In a post for a blogging carnival on domestic work, journalist Luka adds that [pt] domestic work is invisible and somewhat marginalized, usually performed by women due to a gender division of work in which it's the role of women to care for the private space and the families. She wonders if that is not a reason why this type of employment is so precarious.

Michell Niero, in O Patifúndio [pt], comments on the “maid´s little room”, still present in modern residential buildings.

A presença do “quartinho de empregada” nas plantas residenciais, longe de ser tratada como um aspecto “atrasado” da sociedade do país, representa um dentre tantos elementos formadores da modernidade brasileira, avessa a rupturas e adepta a repaginações de processos que se mantém inalterados na sua essência.

The existence of the “maid's little room” in residential plants [developments], far from being considered a backwater, represents, in fact, one amongst various founding elements of modern Brazilians’ society, averse to ruptures and fond of redesigning processes just to keep them unaltered in essence.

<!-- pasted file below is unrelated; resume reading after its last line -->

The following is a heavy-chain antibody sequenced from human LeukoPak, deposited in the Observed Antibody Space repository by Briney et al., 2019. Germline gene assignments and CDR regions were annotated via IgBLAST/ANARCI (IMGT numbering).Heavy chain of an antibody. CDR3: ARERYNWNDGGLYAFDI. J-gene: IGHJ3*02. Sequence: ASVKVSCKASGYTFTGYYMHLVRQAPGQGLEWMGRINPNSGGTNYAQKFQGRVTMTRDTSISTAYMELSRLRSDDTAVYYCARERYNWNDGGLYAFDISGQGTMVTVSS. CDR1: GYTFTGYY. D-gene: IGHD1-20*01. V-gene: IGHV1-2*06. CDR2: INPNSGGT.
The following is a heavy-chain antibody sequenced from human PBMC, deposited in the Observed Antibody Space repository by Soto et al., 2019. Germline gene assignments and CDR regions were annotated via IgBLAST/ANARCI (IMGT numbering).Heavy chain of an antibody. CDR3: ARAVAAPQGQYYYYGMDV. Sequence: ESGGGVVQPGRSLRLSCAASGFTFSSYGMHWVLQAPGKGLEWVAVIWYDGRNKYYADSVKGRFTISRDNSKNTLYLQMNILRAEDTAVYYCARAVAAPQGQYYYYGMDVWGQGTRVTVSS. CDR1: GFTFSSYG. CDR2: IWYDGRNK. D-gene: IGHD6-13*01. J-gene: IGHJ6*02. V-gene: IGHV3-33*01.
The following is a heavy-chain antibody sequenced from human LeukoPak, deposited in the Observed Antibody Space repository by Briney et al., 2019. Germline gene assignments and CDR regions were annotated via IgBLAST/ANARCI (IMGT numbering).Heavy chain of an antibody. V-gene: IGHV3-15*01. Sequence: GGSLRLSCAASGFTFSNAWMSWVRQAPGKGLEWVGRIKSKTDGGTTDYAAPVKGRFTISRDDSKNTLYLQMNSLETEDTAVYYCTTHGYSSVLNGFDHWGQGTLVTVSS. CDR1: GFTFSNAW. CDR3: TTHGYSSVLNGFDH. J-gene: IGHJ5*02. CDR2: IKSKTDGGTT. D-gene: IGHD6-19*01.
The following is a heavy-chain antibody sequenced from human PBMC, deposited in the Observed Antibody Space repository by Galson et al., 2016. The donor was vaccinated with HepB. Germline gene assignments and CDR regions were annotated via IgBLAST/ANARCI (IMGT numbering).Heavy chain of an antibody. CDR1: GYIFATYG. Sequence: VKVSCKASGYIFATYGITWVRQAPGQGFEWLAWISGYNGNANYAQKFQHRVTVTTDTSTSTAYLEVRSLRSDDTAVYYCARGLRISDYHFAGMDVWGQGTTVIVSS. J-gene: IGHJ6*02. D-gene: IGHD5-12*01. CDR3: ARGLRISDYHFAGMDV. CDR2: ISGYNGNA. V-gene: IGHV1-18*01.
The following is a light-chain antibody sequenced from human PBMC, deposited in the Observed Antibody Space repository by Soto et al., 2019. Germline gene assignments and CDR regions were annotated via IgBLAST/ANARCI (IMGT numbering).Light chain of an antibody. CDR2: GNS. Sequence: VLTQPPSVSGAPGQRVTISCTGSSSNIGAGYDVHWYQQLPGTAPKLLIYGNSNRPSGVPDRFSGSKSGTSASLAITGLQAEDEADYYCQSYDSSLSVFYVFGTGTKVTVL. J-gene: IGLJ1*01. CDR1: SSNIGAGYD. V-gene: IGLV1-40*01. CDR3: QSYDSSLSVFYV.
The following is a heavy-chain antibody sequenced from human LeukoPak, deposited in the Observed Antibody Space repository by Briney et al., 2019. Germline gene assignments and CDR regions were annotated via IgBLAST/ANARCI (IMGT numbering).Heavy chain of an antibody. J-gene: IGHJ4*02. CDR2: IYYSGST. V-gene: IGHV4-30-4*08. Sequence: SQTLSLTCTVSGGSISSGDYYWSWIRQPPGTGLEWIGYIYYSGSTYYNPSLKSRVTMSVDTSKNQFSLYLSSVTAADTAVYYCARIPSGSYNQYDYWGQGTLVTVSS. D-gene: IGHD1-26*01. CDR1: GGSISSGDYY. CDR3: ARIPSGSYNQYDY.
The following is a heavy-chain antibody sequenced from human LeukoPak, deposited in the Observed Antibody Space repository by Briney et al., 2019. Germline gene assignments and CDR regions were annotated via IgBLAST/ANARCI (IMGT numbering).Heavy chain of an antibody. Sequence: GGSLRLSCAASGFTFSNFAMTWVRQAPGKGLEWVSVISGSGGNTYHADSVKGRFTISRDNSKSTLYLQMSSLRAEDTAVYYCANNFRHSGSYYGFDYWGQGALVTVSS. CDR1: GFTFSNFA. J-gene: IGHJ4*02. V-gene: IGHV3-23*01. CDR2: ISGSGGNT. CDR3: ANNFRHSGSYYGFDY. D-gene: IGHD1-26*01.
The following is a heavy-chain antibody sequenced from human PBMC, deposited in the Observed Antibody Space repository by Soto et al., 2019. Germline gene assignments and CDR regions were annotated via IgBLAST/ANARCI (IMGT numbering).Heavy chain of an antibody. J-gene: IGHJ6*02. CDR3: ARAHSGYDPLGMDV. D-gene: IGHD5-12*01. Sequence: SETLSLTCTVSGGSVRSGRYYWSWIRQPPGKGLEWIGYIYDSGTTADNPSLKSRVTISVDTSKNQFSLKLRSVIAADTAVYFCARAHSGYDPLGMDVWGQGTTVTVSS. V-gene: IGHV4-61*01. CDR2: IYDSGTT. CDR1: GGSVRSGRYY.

Untitled (Performance documentation at San Diego/Tijuana border). Painting by Ana Teresa Fernandez, used with permission.

Untitled (Performance documentation at San Diego/Tijuana border). Painting by Ana Teresa Fernandez, used with permission.

Even today, there is much evidence of a persistent clash in the relations between domestic workers and those who hire them. Michell Niero, in O Patifúndio [pt] talks about the multitasking nature of domestic work, one that leads to the incorporation of extra activities with no concern about the limits of the worker's contract, because usually such a contract doesn't formally exist. So, taking care of the children, educating and entertaining them, all become part of the daily routine.

Na ausência da mãe, a empregada se ocupa de tarefas maternas (…)

In the mother's absence, the maid is charged with maternal duties (…)